Excluding Indigenous perspectives from the conversation
The language we use when devising solutions to global challenges is important because it frames the discussion in ways that influence the outcomes. It allows those who are well-versed in certain terms to engage comfortably in debate, while creating a barrier for those who are not familiar. Most often, these barriers actively exclude the most marginalised and affected populations.
The use of economic language in the discussion of nature-based solutions prioritises a one-dimensional view of nature that excludes Indigenous perspectives. Not only does this impede meaningful participation of groups who understand how to protect and restore nature, but it can also create conflict where an economic valuation does not align with Indigenous perspectives on the value of a natural asset.
Conflicting perspectives put Indigenous communities and environments at risk
The call for scaled up investment in nature-based solutions comes as violence against environmental defenders increases annually. Last year saw the highest number of environmental defenders killed on record, with 40% of the 212 people killed belonging to Indigenous communities. On average, four defenders have been killed every week since December 2015. These figures do not include the threats, intimidation and sexual violence perpetrated against environmental defenders and their families and communities.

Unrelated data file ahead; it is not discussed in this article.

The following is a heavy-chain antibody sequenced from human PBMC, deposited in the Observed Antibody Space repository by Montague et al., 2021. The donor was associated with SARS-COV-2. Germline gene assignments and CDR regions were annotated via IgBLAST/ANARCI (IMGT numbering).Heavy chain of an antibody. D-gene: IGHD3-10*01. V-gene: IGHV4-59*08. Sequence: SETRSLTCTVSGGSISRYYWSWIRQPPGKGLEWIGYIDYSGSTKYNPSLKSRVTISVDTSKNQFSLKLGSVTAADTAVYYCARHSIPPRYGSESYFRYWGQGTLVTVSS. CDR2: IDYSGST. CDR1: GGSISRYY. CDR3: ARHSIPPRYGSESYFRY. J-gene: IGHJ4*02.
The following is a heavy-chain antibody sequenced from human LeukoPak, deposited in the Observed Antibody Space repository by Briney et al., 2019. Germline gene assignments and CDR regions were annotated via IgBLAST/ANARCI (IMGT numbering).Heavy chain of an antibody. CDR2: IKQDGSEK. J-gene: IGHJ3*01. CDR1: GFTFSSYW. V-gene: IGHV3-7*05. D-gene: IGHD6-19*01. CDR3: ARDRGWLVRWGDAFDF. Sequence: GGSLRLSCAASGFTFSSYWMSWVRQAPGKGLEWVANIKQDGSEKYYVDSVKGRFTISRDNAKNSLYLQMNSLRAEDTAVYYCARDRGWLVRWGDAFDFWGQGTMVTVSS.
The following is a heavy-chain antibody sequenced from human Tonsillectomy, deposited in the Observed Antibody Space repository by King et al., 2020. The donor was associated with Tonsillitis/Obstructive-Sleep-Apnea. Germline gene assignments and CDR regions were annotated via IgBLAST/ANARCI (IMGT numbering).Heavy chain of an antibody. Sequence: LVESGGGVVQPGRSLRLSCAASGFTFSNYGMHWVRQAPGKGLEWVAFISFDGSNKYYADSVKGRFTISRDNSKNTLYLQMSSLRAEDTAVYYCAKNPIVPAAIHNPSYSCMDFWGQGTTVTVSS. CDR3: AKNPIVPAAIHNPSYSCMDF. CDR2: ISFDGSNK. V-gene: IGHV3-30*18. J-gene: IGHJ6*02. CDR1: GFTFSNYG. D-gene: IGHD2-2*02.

Honduran Indigenous activist Berta Cáceres reflected that companies “want to privatise our rivers, the water and the forests”. She was assassinated in 2016 for her work in defence of the environment.
This brings into sharp focus the conflicts that occur when local and Indigenous understandings of environmental value clash with those of external investors. It would be a mistake to assume that these issues only affect traditional investment projects. There are increasing reports of conflicts and rights abuses related to “green” investment, including renewable energy infrastructure, projects linked to carbon offset schemes, and implementation of UN forest protection initiatives.
These cases signal an alarming lack of meaningful participation of local communities in investment decisions. Those that are designing investments in nature-based solutions must ensure that affected communities participate throughout all stages of project development.
Indigenous people must be involved in investment decisions
It is critical that we scale up investment in the protection and restoration of forests and other ecosystems. The adoption of “investor-friendly” language to define the value of nature may help to raise the funds required to meet climate targets, but this cannot preclude the meaningful participation of Indigenous people in decision-making.
Doing so will not only exclude those who are best placed to advise on nature-based solutions, and risk conflict between Indigenous people and investors where perspectives of value are not aligned; it also puts the sustainability of environmental outcomes at risk if governments and investors see the value of nature purely in financial terms.